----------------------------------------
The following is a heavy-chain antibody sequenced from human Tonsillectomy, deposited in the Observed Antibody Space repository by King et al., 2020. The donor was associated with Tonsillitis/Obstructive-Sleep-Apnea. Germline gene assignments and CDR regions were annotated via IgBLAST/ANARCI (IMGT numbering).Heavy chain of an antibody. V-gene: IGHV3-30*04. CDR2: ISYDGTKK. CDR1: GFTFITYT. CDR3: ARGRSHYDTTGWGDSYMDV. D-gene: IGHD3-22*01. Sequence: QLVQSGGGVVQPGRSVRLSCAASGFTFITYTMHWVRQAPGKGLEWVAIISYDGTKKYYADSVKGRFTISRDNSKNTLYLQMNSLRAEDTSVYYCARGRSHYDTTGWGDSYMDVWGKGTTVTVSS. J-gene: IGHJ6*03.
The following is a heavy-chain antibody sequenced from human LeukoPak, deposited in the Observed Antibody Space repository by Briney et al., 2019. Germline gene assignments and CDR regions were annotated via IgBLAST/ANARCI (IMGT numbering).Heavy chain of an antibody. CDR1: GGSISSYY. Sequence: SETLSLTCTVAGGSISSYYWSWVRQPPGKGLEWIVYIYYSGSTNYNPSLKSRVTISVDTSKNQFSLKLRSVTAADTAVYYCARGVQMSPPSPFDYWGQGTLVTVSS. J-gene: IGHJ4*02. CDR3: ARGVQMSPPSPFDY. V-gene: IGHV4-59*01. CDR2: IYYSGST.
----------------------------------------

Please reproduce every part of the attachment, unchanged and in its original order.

The following is a heavy-chain antibody sequenced from human Tonsillectomy, deposited in the Observed Antibody Space repository by King et al., 2020. The donor was associated with Tonsillitis/Obstructive-Sleep-Apnea. Germline gene assignments and CDR regions were annotated via IgBLAST/ANARCI (IMGT numbering).Heavy chain of an antibody. V-gene: IGHV3-30*04. CDR2: ISYDGTKK. CDR1: GFTFITYT. CDR3: ARGRSHYDTTGWGDSYMDV. D-gene: IGHD3-22*01. Sequence: QLVQSGGGVVQPGRSVRLSCAASGFTFITYTMHWVRQAPGKGLEWVAIISYDGTKKYYADSVKGRFTISRDNSKNTLYLQMNSLRAEDTSVYYCARGRSHYDTTGWGDSYMDVWGKGTTVTVSS. J-gene: IGHJ6*03.
The following is a heavy-chain antibody sequenced from human LeukoPak, deposited in the Observed Antibody Space repository by Briney et al., 2019. Germline gene assignments and CDR regions were annotated via IgBLAST/ANARCI (IMGT numbering).Heavy chain of an antibody. CDR1: GGSISSYY. Sequence: SETLSLTCTVAGGSISSYYWSWVRQPPGKGLEWIVYIYYSGSTNYNPSLKSRVTISVDTSKNQFSLKLRSVTAADTAVYYCARGVQMSPPSPFDYWGQGTLVTVSS. J-gene: IGHJ4*02. CDR3: ARGVQMSPPSPFDY. V-gene: IGHV4-59*01. CDR2: IYYSGST.